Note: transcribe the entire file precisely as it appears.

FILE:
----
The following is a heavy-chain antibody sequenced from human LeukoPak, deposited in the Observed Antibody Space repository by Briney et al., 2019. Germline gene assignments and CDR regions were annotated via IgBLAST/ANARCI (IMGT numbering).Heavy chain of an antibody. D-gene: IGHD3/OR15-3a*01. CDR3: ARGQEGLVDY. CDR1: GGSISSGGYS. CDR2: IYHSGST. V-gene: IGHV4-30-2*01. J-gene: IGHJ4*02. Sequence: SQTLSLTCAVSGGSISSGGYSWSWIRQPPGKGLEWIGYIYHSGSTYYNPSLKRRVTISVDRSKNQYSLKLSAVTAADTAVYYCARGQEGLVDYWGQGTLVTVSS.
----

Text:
The following is a heavy-chain antibody sequenced from human LeukoPak, deposited in the Observed Antibody Space repository by Briney et al., 2019. Germline gene assignments and CDR regions were annotated via IgBLAST/ANARCI (IMGT numbering).Heavy chain of an antibody. D-gene: IGHD3/OR15-3a*01. CDR3: ARGQEGLVDY. CDR1: GGSISSGGYS. CDR2: IYHSGST. V-gene: IGHV4-30-2*01. J-gene: IGHJ4*02. Sequence: SQTLSLTCAVSGGSISSGGYSWSWIRQPPGKGLEWIGYIYHSGSTYYNPSLKRRVTISVDRSKNQYSLKLSAVTAADTAVYYCARGQEGLVDYWGQGTLVTVSS.